Hands Down

Hands Down

Let’s take a little test to begin. How do you feel about the following photos?

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Most likely, you feel pretty apathetic toward them, but 10% of you probably have photo-induced anxiety. The same group also began their transformation into the silver surfer after a long day in elementary school. Yes, talkin’ about you, lefties!

As you began your daily erase and scrub of your left hand, you may have even wondered, “Why the heck does this even happen?”

Why do we favor one hand over another? There isn’t one simple explanation, but rather a few hypotheses. 

In a study from 2012, mathematicians from Northwestern used a computer model that mimicked the impact of competitiveness and cooperation on handedness. 

While angrily searching for a left-handed glove, coaches console t-ballers that some of the greatest athletes are left-handed. Thirty percent of major league baseball pitchers and half of the top hitters tend to be lefties. Because many of the players are righties, practices are centered around right handed opponents, giving southpaws a particular advantage when it comes to the actual competition. Looking back further in human history, the surprise of left-handedness gave early humans a greater chance of survival in combat. However, there is another force at play. Humans are also cooperative in addition to competitive. By sharing tools, like stupid right-handed gloves, right handers have an advantage over the lefties, who are occasionally injured by using tools meant for the other 90 percent of the population. With these two factors at play, the mathematical model was able to give an accurate distribution seen in everyday life.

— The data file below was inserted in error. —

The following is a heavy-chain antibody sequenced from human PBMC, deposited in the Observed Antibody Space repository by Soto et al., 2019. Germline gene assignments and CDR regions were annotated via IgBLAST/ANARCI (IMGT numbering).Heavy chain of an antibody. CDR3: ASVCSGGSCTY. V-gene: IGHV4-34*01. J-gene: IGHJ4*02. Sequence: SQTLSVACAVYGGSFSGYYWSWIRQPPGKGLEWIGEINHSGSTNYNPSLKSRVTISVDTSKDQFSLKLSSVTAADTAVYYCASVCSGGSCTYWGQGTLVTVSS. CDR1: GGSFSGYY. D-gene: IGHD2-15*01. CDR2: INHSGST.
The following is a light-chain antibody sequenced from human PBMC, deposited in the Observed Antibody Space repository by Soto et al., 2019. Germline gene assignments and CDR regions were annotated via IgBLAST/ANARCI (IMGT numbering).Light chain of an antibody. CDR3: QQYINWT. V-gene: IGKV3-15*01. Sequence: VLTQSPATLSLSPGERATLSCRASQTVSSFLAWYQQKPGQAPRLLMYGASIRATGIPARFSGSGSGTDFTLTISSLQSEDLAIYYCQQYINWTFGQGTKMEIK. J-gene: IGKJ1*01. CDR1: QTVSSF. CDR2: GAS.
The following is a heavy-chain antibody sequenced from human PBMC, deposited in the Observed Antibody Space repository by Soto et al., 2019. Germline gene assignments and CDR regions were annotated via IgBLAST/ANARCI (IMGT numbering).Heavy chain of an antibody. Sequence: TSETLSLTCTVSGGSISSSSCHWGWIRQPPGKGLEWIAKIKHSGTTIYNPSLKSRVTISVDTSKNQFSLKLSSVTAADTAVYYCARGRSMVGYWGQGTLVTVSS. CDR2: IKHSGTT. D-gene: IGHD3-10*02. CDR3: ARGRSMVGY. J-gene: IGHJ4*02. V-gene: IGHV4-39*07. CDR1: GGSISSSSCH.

Another hypothesis found that handedness was associated with language development. Our bodies are contralateral, meaning that the left side of the brain controls the right side of the body and vice versa. (Meaning us lefties are the only ones in our right minds!) Language and logical processing are localized in the left side of the brain, so it would follow accordingly that the left side of the brain would be used for written language as well, making someone right handed. This theory is coupled with the finding that many lefties process language evenly between the two sides of the brain and some even process language entirely on the right side. 

Lastly, while geneticists have hypothesized that there is a particular gene associated with handedness, no such gene has been found.

No, not that kind of Gene. 

Genes are created in duplicate, giving each the opportunity for a mutation. In 2013, geneticists looked at a gene often associated with dyslexia and found that common mutations in this gene often led to right handedness. After expanding the study to people who were not dyslexic, it appeared that the more mutations favoring one hand or another had a stronger impact on handedness.

One of the more challenging aspects in understanding handedness is that no animals exhibit the same 90-10 bias as humans. That is, except for our dear friend the parrot which has a 90-10 bias toward left-handedness. A-parrot-ly, we have a lot more in common with Polly than we thought, ain’t that right, Iago?

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Either way, despite all of the struggles lefties have to face, we all know you wouldn't have it any other way!

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